Al Gore at the 92nd Street Y. Photo Credit: Joyce Culver
Last week we mentioned the local press (New York Mag, Times, Post, Observer) that covered the Al Gore with Charlie Rose event but now the bloggers weigh in with their assessment.
Daily Kos: “Once inside the Y, it became clear that there is still a large amount of enthusiasm for Gore. The people who came to see the discussion were a diverse mix of New Yorkers, and particularly striking was the sizable amount of younger folks who had come out to see the former vice president. The Gore 2008 contingent was quite strong at the event; I would say that a fair-sized minority of people (comprised mostly of middle-aged people and older) were wearing Gore 2008 stickers and pins.”
You Nork!: “Last night, Al Gore spoke about the present. He spoke about the sad state that our nation is in, with the majority of the media spending most of their time talking about Brittney’s most recent bouts of insanity rather than the issues that are actually affecting the world.”
Honey & Quinine: “I did not want to sit through more innocuous chit chat about Albert Gore Jr.’s plans to run for president. And I didn’t have to. The conversation was far-ranging, intelligent, animated, funny occasionally, and illuminating. Gore, dressed in black on black, an almost clergy-esque ensemble, is an arrestingly dignified, and disarmingly natural presence with a live audience in front of him.”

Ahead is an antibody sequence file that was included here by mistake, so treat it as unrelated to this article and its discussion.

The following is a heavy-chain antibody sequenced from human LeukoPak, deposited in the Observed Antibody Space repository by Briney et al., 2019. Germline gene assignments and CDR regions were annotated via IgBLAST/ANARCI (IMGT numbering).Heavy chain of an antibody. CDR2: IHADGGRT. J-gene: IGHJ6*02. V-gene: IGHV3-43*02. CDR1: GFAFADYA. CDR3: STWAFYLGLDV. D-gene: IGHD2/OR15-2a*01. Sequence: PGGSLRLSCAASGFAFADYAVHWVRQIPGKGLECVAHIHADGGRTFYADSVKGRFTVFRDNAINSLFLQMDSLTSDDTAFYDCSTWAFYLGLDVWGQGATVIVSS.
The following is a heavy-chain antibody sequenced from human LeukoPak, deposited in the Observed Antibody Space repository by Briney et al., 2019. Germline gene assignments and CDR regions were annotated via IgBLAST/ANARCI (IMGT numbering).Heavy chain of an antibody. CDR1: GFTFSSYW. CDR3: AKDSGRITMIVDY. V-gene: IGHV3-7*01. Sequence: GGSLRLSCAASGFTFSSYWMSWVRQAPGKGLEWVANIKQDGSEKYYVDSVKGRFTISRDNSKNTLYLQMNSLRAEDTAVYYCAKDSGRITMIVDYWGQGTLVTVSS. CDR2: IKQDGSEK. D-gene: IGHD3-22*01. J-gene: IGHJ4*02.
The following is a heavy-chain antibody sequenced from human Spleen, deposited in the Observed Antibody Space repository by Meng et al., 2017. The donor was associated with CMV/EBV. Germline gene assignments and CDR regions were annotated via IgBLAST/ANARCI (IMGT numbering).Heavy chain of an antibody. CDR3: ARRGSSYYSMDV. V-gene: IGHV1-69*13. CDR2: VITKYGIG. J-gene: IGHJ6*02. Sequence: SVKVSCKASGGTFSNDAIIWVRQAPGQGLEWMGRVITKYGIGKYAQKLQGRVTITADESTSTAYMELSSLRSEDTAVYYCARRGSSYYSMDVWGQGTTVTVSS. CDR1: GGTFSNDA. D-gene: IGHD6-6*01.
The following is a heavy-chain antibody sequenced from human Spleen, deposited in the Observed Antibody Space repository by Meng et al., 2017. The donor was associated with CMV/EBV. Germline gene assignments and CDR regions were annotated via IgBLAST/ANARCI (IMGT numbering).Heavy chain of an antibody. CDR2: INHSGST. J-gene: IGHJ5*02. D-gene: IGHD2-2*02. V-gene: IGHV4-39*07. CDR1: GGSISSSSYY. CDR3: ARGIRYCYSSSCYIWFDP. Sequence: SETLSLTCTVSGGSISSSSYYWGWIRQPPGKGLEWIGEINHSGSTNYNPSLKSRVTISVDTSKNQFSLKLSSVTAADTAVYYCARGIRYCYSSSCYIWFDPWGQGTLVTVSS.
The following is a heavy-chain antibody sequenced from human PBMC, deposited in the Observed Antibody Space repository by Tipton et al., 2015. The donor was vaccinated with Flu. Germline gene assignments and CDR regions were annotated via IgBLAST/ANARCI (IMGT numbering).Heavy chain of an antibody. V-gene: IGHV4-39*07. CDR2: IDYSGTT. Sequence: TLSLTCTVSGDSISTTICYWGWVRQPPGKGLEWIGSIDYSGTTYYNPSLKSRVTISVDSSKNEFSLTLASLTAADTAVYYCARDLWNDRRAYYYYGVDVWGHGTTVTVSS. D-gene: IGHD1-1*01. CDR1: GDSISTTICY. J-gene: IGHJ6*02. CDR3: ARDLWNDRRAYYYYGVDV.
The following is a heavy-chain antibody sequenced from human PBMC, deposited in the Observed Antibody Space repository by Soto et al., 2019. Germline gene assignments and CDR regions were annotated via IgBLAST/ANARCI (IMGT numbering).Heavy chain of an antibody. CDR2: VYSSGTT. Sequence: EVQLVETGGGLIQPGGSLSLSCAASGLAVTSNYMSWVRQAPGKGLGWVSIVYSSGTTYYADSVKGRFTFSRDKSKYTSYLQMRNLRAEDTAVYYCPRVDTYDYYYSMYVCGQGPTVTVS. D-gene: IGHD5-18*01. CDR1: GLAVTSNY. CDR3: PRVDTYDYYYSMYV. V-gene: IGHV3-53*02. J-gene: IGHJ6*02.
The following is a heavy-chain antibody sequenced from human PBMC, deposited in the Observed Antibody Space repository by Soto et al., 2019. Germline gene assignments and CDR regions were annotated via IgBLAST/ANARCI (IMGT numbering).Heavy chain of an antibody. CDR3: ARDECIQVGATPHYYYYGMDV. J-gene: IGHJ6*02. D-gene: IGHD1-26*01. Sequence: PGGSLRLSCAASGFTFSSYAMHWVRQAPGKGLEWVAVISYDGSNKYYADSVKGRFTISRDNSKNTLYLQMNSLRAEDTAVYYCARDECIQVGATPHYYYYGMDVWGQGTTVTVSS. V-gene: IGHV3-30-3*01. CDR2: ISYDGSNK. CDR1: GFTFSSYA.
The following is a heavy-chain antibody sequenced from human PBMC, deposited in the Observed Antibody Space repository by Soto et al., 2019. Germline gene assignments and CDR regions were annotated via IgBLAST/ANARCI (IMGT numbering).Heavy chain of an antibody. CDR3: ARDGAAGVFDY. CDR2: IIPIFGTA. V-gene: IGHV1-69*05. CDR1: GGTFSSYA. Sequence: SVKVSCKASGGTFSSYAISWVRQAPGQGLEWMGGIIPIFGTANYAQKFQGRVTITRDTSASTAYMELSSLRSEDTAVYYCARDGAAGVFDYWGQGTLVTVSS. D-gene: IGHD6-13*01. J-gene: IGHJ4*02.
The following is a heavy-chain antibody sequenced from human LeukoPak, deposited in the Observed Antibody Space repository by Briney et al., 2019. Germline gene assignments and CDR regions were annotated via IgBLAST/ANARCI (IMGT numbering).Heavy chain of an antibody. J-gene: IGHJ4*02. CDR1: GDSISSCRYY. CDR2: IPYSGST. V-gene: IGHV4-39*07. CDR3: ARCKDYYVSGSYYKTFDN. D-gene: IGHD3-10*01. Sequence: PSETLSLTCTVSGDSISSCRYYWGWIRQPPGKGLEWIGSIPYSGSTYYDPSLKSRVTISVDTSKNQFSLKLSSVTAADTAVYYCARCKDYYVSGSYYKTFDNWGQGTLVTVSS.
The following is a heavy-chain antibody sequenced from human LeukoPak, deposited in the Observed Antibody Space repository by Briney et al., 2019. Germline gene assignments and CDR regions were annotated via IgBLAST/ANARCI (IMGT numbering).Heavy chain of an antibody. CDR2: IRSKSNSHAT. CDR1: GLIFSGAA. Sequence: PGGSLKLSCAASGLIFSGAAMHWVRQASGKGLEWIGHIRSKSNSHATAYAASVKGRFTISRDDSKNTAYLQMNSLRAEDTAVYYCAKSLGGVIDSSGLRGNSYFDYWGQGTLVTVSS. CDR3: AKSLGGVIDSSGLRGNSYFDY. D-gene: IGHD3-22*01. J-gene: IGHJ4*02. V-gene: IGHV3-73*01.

Huffington Post: “Charlie asked him about the Supreme Court’s decision regarding the Florida recount. I loved Al’s response. He said that in America the only alternative to going along with a final decision by the Supreme Court is armed rebellion. Al knows it was a bad decision. But he also knows that the only option—other than going along with that decision—available to him was not a viable option.”
Gristmill: “It was also pretty stunning to hear a man as versed in the details of the Federalist Papers as he is in the melting rates of the Antarctic ice shelf. In response to the Rose question, ‘When did the decline of reason begin?’, he skipped seamlessly through a history of the Enlightenment, the emigration of those ideas to a fledgling nation across the pond, and the firm establishment of reason in the founding fathers’ design of the U.S. government.”
New York Observer‘s Azi Paybarah follows up with more excerpts from the interview.
Upcoming: Natan Sharansky in Conversation with Boris Fishman on the Past, Present and Future of Israel and the Middle East.